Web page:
We here in the USA certainly have no shortage of options when it comes to when it comes to a lot of things, including our TV viewing preferences. I suppose it’s a nice problem to have. It’s a luxury actually. 
According to Nielsen’s forthcoming Advertising & Audiences Report, the average USA home with a TV now receives 189 TV channels, which is a record high as well as a significant jump since 2008, when the average home received 129 channels.
Despite this increase, however, according to Nielsen’s report, consumers have consistently tuned in to an average of just 17 channels, even though they are paying for the full lot of 189, the vast majority of which will never be watched (see above chart).
I think I speak for many consumers when I say that most want to choose the channels they pay for from their pay-TV providers – the so-called a la carte pricing that you’ve probably all heard politicians like John McCain push for recently.
Will that ever happen? I think so; There’s certainly resistance to it from the providing companies, whose business model would be undermined. But I believe it’s only a matter of when, not if. 
Media executives have long resisted calls for a la carte pricing because the financial underpinnings of their companies rest on the enormous revenue generated through cable subscriber fees and advertising sales. 
To start, it’s been a challenge to figure out what the cost of a switch to a la carte programming will be to the industry overall. Estimates says that anywhere between $80 billion to $113 billion annually would be at stake, as smaller channels would disappear, only about 56 channels would survive, which would then lead to a loss of jobs that could run into the millions, billions of dollars in TV advertising would be at risk, and more.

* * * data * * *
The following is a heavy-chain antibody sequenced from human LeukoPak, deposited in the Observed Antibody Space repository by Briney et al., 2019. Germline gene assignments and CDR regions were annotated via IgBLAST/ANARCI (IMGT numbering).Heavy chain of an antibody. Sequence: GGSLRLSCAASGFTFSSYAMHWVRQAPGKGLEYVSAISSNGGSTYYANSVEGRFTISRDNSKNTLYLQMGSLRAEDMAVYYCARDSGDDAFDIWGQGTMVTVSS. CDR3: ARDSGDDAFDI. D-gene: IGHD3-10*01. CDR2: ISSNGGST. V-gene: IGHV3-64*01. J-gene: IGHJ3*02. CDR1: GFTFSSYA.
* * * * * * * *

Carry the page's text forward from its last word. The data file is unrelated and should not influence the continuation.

But the loss of jobs, billions of dollars in annual taxes, and even the probability that the costs to the consumer will likely be higher to compensate, etc, none of that will likely be enough to put an end to calls for a la carte programming in the USA. In fact, they will likely only increase. The Canadians are 1 step ahead of us, as the government there has already demanded a la carte packages in Canada, asking TV companies to unbundle TV channel packages by the end of this year. 
I haven’t had cable TV in a very long time. I find it a needless expense. And the continued proliferation of content distribution and exhibition platforms, allowing me to consume content when and where I want to, has certainly been enough to keep me sated. And thus I’m not entirely sure that an unbundling of channels offered a la carte will make much of a different in my viewing habits.
Your thoughts?